Early last week, global industrial REIT Prologis made a public, unsolicited, non-negotiated offer of $24 billion, or $61.68 per share in all stock, for Duke Realty, a domestic industrial REIT. Duke currently owns a 160-million-sq.-ft. portfolio of industrial assets with a low average age and strong ESG position in 19 major U.S. logistics markets, some of which are in coastal areas coveted by Prologis. The following day, Duke executives rejected the offer, calling it “insufficient.”
Under the terms of the offer, Duke stockholders would have received 0.466 shares of Prologis common stock for each share of Duke Realty common stock they own. Prologis' proposal, based on the REIT’s closing price on May 9, represented a premium of 29 percent to Duke Realty's closing price on the same date. Prologis, which expects demand for industrial space to continue to outpace supply, has been on a massive buying spree in recent years, buying privately-held KTR Capital Partners and publicly-traded DCT Property Trust, for example.
The unsolicited offer for Duke represented a fair price, says John Kim, an analyst at BMO Capital Markets who covers both REITs. Noting that Prologis is a much larger company and has the capability, strong balance sheet and relationships to execute on Duke’s strategy, Kim suggested that two companies are a good fit—they operate in similar markets and stockholders would benefit from the earnings that the combined companies would generate. So why did Duke reject the offer?
The answer is simple—Duke is a successful company on its own that has outperformed the S&P 500 on a consistent basis. “So, I can understand if they’re reluctant (to sell),” says Kim, noting that all public companies need to remain open to a sale if it benefits their shareholders.
But Duke has no clear reason to sell right now, according to David Rodgers, an analyst with Robert W. Baird & Co., who also covers both REITs. It has a strong industrial platform, with a large average building size; its lease terms with tenants are longer than average, with a 9 to 12 percent yearly rent rollover; it has an attractive development pipeline; and its balance sheet is in better shape than Prologis’.
Duke Realty’s leverage ratio—which measures current assets vs. current liabilities—stood at 1.27 as of March 31, 2022, stood a 1.27. Prologis leverage ratio was 1.54 at the end of March. On a debt-to-equity basis, Duke Realty carries total debt of approximately $3.7 billion and a debt-to-equity ratio of 58.91 percent while Prologis carries total debt of roughly $18.8 billion and a total debt-to-equity ratio of 48.88 percent.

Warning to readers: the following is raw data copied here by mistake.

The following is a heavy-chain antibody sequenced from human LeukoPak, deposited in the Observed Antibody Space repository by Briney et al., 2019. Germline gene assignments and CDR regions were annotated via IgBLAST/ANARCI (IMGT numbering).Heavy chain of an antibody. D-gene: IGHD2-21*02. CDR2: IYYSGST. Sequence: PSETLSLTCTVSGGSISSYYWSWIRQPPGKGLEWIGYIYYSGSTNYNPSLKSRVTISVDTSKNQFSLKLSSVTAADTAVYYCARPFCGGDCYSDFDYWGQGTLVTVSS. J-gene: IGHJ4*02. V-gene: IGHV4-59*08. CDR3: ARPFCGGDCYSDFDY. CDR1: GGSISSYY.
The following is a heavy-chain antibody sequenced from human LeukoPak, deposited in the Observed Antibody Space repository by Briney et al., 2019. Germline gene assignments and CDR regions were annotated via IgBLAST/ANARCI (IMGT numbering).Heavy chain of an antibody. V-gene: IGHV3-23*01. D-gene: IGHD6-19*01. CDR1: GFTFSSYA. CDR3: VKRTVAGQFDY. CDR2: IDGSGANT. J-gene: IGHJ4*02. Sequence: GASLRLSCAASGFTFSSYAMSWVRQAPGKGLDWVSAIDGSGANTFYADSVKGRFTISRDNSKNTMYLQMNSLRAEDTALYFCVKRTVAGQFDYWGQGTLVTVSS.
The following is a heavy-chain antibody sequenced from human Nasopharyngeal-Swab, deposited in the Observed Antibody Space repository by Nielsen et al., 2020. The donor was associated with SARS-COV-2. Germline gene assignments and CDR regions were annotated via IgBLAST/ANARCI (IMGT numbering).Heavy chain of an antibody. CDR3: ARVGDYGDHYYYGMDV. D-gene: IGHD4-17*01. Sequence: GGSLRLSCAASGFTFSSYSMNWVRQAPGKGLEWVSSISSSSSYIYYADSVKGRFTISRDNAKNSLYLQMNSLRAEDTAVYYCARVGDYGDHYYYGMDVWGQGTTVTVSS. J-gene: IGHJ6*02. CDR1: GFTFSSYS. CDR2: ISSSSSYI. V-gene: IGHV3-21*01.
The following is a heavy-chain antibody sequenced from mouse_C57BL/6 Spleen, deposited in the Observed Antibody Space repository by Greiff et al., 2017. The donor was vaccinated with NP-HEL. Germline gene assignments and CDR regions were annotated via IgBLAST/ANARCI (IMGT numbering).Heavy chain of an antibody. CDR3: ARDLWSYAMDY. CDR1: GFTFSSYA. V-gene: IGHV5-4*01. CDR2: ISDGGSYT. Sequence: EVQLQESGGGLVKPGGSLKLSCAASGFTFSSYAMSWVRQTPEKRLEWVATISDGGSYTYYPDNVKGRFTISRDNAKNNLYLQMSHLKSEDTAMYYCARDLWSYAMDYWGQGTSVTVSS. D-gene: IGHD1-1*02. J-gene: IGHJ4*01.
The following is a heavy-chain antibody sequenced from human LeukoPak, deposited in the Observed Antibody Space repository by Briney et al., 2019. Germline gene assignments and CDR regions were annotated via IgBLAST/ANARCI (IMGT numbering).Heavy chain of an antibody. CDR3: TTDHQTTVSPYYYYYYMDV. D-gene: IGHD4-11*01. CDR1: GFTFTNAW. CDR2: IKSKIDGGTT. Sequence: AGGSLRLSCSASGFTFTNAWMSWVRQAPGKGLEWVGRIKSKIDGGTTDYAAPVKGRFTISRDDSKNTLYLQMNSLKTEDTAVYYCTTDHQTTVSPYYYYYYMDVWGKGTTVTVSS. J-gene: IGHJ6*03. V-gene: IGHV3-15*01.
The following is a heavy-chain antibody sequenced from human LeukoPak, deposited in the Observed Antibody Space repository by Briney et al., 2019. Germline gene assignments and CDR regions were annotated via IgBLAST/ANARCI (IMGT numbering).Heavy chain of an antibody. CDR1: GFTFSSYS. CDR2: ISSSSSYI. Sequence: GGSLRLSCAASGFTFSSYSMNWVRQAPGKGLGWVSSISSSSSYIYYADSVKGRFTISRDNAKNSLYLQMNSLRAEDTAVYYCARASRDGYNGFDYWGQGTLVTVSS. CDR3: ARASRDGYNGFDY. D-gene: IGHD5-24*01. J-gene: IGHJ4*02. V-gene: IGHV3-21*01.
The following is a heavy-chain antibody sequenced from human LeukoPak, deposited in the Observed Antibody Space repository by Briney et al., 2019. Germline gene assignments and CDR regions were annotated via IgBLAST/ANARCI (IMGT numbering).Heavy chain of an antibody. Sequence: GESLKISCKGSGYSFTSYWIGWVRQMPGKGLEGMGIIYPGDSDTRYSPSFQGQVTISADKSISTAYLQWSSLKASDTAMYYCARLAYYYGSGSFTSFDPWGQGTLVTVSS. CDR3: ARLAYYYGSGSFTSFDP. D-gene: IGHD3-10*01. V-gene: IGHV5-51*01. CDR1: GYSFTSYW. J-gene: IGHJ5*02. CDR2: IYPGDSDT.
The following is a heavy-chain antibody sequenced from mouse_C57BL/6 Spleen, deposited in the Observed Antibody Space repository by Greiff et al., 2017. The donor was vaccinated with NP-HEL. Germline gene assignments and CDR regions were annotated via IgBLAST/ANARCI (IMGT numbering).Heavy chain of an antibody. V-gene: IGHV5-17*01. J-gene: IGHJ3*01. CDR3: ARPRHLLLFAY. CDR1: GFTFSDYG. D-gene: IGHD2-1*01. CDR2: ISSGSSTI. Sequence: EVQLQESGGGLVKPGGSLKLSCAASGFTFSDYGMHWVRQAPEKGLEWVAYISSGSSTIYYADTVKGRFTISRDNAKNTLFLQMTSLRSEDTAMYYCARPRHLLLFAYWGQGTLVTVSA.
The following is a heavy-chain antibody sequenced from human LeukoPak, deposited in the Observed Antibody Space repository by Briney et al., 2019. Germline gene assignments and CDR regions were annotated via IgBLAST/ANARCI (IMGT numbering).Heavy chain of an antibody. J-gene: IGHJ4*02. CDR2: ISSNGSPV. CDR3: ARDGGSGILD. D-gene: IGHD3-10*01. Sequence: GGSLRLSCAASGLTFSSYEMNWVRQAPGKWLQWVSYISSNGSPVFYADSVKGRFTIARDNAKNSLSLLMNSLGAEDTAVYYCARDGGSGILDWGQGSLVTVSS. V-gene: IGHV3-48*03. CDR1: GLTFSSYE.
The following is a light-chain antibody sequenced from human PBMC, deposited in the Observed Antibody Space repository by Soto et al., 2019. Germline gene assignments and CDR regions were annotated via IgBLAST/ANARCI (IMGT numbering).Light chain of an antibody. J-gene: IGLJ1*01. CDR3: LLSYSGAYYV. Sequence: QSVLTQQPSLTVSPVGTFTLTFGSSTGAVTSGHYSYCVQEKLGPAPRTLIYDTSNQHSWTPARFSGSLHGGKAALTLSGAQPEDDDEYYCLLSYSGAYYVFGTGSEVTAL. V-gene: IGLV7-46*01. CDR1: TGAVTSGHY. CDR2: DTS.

In fact, Prologis is targeting Duke for acquisitions because it is a highly disciplined company, says Kim, with a portfolio of high-quality, modern logistics assets located primarily in core and top secondary markets—similar to Prologis’ own holdings.
“I think Duke is open to a transaction at the right price, at the right time, but I see no reason for Duke to take all stock,” he notes.
In Rodgers’ view “I think Duke should take cash and get a higher price or run the successful business they have.”
One unusual aspect of the proposed deal was that the offer was unsolicited and Prologis publicly announced it without informing Duke executives beforehand. Potential mergers are generally handled in a more friendly way, with both companies making the announcement, Kim notes.
In light of the way this happened, even after friendly negotiations took place several times in recent months, Rodgers called Prologis’ action an “aggressive” play. He suggested that in making the offer, Prologis saw an opportunity to acquire a quality asset and take out a competitor at the same time.
The Prologis press release stated that the company had first communicated its intent to Duke in a letter in November 2021, and there have been numerous private conversations between executives of the two companies over the last five months.
Not the right price
Rodgers did not expect Duke to accept Prologis’ offer to pay shareholders $61 to $62 per share when he estimates that the “absolute value” of Duke’s stock is in the $70s range. “Why take a discount on the absolute value?” he says, noting that while Duke’s current stock price is just $53.90 per share, Prologis would have to maximize the absolute value of the stock to make this deal compelling for Duke’s investors.
His higher stock value estimate is based on Duke’s performance, Rodgers notes. “There is no financial stress on operations, nor will there be for many years to come.”
In the short term, the announcement caused Prologis stock to fall by 1.2 percent to $130.78 per share on May 10, while Duke’s stock price surged by 10.0 percent to $52.66 per share.
Kim and Rodgers offered different takes on why this happened. Kim suggested that the market expects the potential deal to cost Prologis more than it offered to get it done, while the stock premium offered by Prologis benefitted Duke shareholders. Meanwhile, Rodgers suggested that Prologis’ stock price went down due to uncertainty of a higher bid.